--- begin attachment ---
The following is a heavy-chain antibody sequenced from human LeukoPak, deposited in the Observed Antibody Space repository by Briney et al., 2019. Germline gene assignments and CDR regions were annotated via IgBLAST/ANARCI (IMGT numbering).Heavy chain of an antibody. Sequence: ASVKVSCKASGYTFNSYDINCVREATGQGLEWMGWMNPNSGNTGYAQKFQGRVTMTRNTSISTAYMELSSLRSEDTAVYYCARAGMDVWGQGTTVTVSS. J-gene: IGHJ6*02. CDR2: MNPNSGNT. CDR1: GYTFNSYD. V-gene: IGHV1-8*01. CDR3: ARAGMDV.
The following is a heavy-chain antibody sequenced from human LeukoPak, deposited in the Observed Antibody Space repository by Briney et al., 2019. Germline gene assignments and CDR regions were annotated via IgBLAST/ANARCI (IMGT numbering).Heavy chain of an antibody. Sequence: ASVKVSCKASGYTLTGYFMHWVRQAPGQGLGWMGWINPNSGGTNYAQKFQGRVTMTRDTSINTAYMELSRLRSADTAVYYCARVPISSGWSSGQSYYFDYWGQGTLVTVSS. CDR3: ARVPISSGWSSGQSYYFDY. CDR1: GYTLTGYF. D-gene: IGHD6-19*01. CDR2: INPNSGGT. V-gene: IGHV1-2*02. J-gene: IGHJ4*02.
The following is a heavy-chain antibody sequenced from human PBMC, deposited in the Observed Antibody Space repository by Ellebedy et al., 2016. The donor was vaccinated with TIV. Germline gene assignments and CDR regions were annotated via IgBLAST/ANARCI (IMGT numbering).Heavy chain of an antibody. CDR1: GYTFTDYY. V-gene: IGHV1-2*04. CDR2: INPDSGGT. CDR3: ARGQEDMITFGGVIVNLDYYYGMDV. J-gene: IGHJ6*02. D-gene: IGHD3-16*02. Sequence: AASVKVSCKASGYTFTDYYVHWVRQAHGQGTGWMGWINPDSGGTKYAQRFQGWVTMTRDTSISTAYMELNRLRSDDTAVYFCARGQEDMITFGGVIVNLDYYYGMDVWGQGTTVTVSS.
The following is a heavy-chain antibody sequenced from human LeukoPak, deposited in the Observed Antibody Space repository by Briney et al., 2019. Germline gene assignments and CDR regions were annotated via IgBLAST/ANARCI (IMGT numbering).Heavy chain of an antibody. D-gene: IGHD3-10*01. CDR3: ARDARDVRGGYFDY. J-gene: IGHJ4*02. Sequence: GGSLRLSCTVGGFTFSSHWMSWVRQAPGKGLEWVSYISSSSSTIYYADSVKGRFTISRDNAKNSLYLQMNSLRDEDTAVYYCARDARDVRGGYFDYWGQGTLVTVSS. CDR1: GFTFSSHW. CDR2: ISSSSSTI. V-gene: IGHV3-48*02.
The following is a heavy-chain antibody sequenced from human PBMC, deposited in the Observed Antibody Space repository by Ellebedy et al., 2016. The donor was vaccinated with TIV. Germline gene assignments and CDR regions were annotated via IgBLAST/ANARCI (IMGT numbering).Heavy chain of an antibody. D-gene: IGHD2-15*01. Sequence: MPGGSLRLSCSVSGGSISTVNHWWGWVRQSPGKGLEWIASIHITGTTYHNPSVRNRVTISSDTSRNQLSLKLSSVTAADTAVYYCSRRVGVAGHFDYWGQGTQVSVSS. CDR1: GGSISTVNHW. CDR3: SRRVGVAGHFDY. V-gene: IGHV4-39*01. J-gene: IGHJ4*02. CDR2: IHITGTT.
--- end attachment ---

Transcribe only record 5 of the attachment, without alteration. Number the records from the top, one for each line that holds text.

The following is a heavy-chain antibody sequenced from human PBMC, deposited in the Observed Antibody Space repository by Ellebedy et al., 2016. The donor was vaccinated with TIV. Germline gene assignments and CDR regions were annotated via IgBLAST/ANARCI (IMGT numbering).Heavy chain of an antibody. D-gene: IGHD2-15*01. Sequence: MPGGSLRLSCSVSGGSISTVNHWWGWVRQSPGKGLEWIASIHITGTTYHNPSVRNRVTISSDTSRNQLSLKLSSVTAADTAVYYCSRRVGVAGHFDYWGQGTQVSVSS. CDR1: GGSISTVNHW. CDR3: SRRVGVAGHFDY. V-gene: IGHV4-39*01. J-gene: IGHJ4*02. CDR2: IHITGTT.